Drones have been in the news a lot lately.

The U.S. military’s ill-fated attempt to take out suspected terrorists with a Hellfire missile launched from a drone over Afghanistan wound up killing innocent civilians. Fox News used a drone over Del Rio, Texas, to show us video of the 10,000 migrants amassed near the border bridge that crosses the Rio Grande to Mexico. A recent YouTube video captured footage of an alligator snatching a hovering drone over the Everglades.

V. Paul Reynolds, Outdoors Columnist

Hobby drones are being purchased and used in this country more and more by people understandably fascinated with a small, hand-operated gizmo that can provide the operator with a bird’s-eye view of just about anything within 5 or 6 miles.

The FAA has some regulatory authority over the operation of recreational drones. Human nature being what it is, the inevitable is happening: Hunters are discovering the potential of drones as “advance scouts” for locating game.

A friend with whom I deer hunt gave me a drone demonstration recently during a work weekend at deer camp. The fascination with these bug-like buzzing machines and their attendant technology is easy to identify with. Just the potential for aerial photography is endless.

And what about using them as a hunter’s tool to locate game or promising terrain? My friend made it clear that he would never use this machine during a hunt because that would be illegal.

The law says: Title 12 Section 11216 prohibits the use of aircraft to assist a person on the ground in hunting bear, deer or moose, and Title 12 Section 10001(1) defines an aircraft as “a machine or device designed for flight.” Radio-controlled helicopters and airplanes are machines or devices that are designed for flight and, therefore, are aircraft as defined in statute.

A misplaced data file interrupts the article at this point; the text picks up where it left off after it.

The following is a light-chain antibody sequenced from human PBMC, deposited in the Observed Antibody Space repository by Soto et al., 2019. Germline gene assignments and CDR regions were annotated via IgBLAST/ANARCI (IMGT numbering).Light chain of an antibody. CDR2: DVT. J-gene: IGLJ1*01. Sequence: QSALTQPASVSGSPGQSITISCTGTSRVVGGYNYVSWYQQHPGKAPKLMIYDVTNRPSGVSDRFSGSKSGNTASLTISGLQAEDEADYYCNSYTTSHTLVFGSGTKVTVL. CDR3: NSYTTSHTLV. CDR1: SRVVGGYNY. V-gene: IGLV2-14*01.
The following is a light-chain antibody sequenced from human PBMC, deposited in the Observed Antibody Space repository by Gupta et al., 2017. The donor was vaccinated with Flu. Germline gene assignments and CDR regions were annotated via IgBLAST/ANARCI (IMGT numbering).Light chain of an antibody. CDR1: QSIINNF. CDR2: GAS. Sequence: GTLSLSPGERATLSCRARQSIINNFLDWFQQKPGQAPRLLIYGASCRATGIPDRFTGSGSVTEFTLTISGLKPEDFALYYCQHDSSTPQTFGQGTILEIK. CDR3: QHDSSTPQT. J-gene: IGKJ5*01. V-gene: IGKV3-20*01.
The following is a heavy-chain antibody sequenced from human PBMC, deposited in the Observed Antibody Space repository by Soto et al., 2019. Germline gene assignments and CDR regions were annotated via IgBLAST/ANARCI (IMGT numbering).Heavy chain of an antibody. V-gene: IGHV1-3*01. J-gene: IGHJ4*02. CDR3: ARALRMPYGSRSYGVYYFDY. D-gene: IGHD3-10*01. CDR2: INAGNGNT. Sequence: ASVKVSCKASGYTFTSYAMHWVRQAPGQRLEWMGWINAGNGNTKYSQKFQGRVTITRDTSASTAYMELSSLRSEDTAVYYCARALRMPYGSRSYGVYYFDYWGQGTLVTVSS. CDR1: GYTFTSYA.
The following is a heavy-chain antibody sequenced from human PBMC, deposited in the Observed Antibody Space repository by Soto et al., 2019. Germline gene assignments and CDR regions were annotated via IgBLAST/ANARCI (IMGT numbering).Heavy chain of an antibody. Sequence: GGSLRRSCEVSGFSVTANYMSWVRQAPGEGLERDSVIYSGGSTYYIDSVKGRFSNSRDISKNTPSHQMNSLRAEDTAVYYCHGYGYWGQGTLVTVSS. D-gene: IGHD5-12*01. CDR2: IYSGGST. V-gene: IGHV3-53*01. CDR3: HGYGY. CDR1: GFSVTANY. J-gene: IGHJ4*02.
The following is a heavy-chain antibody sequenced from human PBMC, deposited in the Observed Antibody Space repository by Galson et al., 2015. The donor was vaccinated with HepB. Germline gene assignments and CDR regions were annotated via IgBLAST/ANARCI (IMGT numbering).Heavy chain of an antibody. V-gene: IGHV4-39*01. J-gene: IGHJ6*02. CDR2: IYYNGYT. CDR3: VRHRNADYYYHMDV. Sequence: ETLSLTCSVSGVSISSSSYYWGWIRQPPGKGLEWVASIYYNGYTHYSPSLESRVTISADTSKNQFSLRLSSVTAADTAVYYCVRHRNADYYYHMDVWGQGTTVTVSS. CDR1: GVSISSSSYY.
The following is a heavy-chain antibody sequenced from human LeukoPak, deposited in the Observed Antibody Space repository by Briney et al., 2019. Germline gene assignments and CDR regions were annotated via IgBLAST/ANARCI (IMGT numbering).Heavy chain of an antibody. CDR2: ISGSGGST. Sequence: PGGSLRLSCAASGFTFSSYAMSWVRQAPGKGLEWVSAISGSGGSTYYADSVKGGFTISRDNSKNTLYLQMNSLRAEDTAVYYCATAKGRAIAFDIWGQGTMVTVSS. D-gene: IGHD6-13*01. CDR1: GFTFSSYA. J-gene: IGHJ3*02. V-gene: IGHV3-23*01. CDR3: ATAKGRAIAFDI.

Colorado became the first state, in 2014, to outlaw the use of drones for scouting, hunting and taking wildlife. The Boone & Crockett Club issued a policy that game taken with the aid of drones would not be eligible for the record books. Additionally, state wildlife agencies, the Pope and Young Club and hunter-conservationists everywhere are discouraging the use of drones in hunting.

Note that Colorado banned the use of drones for scouting. Apparently, Maine has no such provision. Once the deer season opens, don’t be caught flying a drone over deer cover. But checking out the deer woods by drone before the hunt is permissible. But should it be? What do you think?

Putting aside the legal issue for a moment, what about the ethics of scouting deer with a mechanical device like a drone? Would this be consistent with your concepts of fair chase? The ethical hunter who cares about his or her image needs to do some soul-searching.

In this era of intense social scrutiny of hunters and anti-hunting activism, impressions count. As far as I am concerned, a drone has no place in the deer woods, period. It would be a real stretch to argue that a drone for scouting or hunting fits into the parameters of fair chase. Even if you as a hunter can rationalize use of a drone in the deer woods, you know that your non-hunting neighbor would be hard-pressed to accept drones as a fair chase device.

V. Paul Reynolds is editor of the Northwoods Sporting Journal, an author, a Maine guide and host of a weekly radio program, “Maine Outdoors,” heard at 7 p.m. Sundays on The Voice of Maine News-Talk Network. Contact him at [email protected] 


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